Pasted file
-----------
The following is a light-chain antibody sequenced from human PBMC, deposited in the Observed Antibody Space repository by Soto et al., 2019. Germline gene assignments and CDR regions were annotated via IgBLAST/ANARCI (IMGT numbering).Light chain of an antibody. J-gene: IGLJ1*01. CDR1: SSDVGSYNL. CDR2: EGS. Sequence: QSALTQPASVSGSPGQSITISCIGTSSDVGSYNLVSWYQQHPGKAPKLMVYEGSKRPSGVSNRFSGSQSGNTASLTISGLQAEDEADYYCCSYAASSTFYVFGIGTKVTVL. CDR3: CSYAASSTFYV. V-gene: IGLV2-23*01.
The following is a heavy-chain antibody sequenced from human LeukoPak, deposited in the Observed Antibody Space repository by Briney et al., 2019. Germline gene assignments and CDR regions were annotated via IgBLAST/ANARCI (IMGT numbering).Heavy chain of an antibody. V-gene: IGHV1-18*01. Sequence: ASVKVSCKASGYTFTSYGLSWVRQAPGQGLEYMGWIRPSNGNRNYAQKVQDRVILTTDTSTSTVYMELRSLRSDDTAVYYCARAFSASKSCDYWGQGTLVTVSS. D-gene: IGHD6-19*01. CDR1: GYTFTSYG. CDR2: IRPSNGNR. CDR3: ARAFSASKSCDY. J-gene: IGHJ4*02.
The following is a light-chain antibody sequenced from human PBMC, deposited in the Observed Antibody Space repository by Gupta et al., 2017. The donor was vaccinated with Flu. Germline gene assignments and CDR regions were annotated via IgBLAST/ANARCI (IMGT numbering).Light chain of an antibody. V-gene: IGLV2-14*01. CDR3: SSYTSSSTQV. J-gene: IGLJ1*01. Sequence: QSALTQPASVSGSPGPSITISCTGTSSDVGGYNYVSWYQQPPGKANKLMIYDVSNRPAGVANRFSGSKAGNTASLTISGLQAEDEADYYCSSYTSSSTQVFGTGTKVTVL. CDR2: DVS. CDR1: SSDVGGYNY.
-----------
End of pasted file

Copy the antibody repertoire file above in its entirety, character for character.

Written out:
The following is a light-chain antibody sequenced from human PBMC, deposited in the Observed Antibody Space repository by Soto et al., 2019. Germline gene assignments and CDR regions were annotated via IgBLAST/ANARCI (IMGT numbering).Light chain of an antibody. J-gene: IGLJ1*01. CDR1: SSDVGSYNL. CDR2: EGS. Sequence: QSALTQPASVSGSPGQSITISCIGTSSDVGSYNLVSWYQQHPGKAPKLMVYEGSKRPSGVSNRFSGSQSGNTASLTISGLQAEDEADYYCCSYAASSTFYVFGIGTKVTVL. CDR3: CSYAASSTFYV. V-gene: IGLV2-23*01.
The following is a heavy-chain antibody sequenced from human LeukoPak, deposited in the Observed Antibody Space repository by Briney et al., 2019. Germline gene assignments and CDR regions were annotated via IgBLAST/ANARCI (IMGT numbering).Heavy chain of an antibody. V-gene: IGHV1-18*01. Sequence: ASVKVSCKASGYTFTSYGLSWVRQAPGQGLEYMGWIRPSNGNRNYAQKVQDRVILTTDTSTSTVYMELRSLRSDDTAVYYCARAFSASKSCDYWGQGTLVTVSS. D-gene: IGHD6-19*01. CDR1: GYTFTSYG. CDR2: IRPSNGNR. CDR3: ARAFSASKSCDY. J-gene: IGHJ4*02.
The following is a light-chain antibody sequenced from human PBMC, deposited in the Observed Antibody Space repository by Gupta et al., 2017. The donor was vaccinated with Flu. Germline gene assignments and CDR regions were annotated via IgBLAST/ANARCI (IMGT numbering).Light chain of an antibody. V-gene: IGLV2-14*01. CDR3: SSYTSSSTQV. J-gene: IGLJ1*01. Sequence: QSALTQPASVSGSPGPSITISCTGTSSDVGGYNYVSWYQQPPGKANKLMIYDVSNRPAGVANRFSGSKAGNTASLTISGLQAEDEADYYCSSYTSSSTQVFGTGTKVTVL. CDR2: DVS. CDR1: SSDVGGYNY.